• [Title VII of the Civil Rights Act makes it unlawful for any employer to refuse to hire or to discharge any individual, or otherwise to discriminate against any individual with respect to compensation, terms, condition, or privileges of employment because of an individual’s race, color, religion, sex, or national origin.]


Sexual harassment when foreign companies do business in the u s

Sexual Harassment when Foreign Companies do Business in the U.S.

  • Sexual harassment by a foreign employer operating in the U.S. is also covered under Title VII of the Civil Rights Act, unless the employer is protected by a Friendship, Commerce, and Navigation (FCN) Treaty.


Sexual orientation

Sexual Orientation

  • Human resource professionals and other business people should be aware of the fear that gay employees feel about coming out.

  • Gays fear the impact of coming out on their physical safety, opportunities for promotion, merit ratings, salary increases, and team cohesiveness.

  • The hostile environment faced by gays reduces their productivity.


The workplace is a social environment

The workplace is a social environment.

  • Gay people don’t want to talk about their sex lives any more than straight people do.

  • They just want to be able to talk about their partners, and what they did on their weekend or their vacations the same way that straight people do.


Sexual orientation harassment

Sexual Orientation Harassment

  • The discussion that follows is based on a 1993 article, “Sexual Orientation and the Workplace: Recent Developments in Discrimination and Harassment Law,” by M.P. Norris & M.A. Randon, from Vol. 19 of the Employee Relations Law Journal.


Sexuality in the workplace consensual sexuality versus sexual harassment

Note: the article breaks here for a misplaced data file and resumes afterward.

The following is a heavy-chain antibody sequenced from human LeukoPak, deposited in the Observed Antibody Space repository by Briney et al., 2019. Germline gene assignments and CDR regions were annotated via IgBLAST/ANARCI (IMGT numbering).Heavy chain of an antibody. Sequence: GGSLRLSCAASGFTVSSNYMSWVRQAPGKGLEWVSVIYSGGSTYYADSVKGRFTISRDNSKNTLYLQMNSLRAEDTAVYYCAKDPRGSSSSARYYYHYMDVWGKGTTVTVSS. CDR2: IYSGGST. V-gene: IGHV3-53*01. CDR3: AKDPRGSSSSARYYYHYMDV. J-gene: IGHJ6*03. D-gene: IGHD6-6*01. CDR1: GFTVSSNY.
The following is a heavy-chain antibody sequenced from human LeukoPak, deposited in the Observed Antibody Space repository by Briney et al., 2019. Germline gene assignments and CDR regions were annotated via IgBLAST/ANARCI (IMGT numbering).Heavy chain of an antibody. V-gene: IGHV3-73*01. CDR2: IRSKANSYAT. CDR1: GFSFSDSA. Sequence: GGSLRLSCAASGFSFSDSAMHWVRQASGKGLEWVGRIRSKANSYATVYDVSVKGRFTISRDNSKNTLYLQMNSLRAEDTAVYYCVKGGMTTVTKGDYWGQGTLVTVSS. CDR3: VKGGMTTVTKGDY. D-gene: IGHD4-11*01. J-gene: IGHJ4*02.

• In the majority of states and under Title VII of the Civil Rights Act of 1964, an employer is not required to provide gays with a working environment free of harassment resulting solely because the employee is gay.

  • However, employers must guard against direct gay advances, as such advances may give rise to charges of quid pro quo or hostile environment sexual harassment.


Sexuality in the workplace consensual sexuality versus sexual harassment

How, if at all, do claims of sexual harassment involving same-sex sexual advances differ from traditional claims of opposite-sex sexual harassment?

  • Sexual harassment claims were originally based on the prohibition of gender discrimination.

  • In 1977, a court concluded that a claim of sexual harassment was appropriate by a male or female employee against either a male or female supervisor, when the situation would not have arisen were it not for the sex of the employee.


Sexuality in the workplace consensual sexuality versus sexual harassment

  • The previous situations were distinguished from cases involving a bisexual superior who conditions employment opportunities of a subordinate of either gender upon participation in a sexual affair. Those cases were not considered gender discrimination because the situation would apply to male & female employees alike.

  • Although cases involving same-sex advances have been recognized because the victim is singled out because of his or her sex, courts have continue to reject discrimination or harassment cases based upon sexual orientation as opposed to gender.


Sexuality in the workplace consensual sexuality versus sexual harassment

How are cases involving harassment or discrimination based on sexual preference treated differently from cases involving same-sex advances?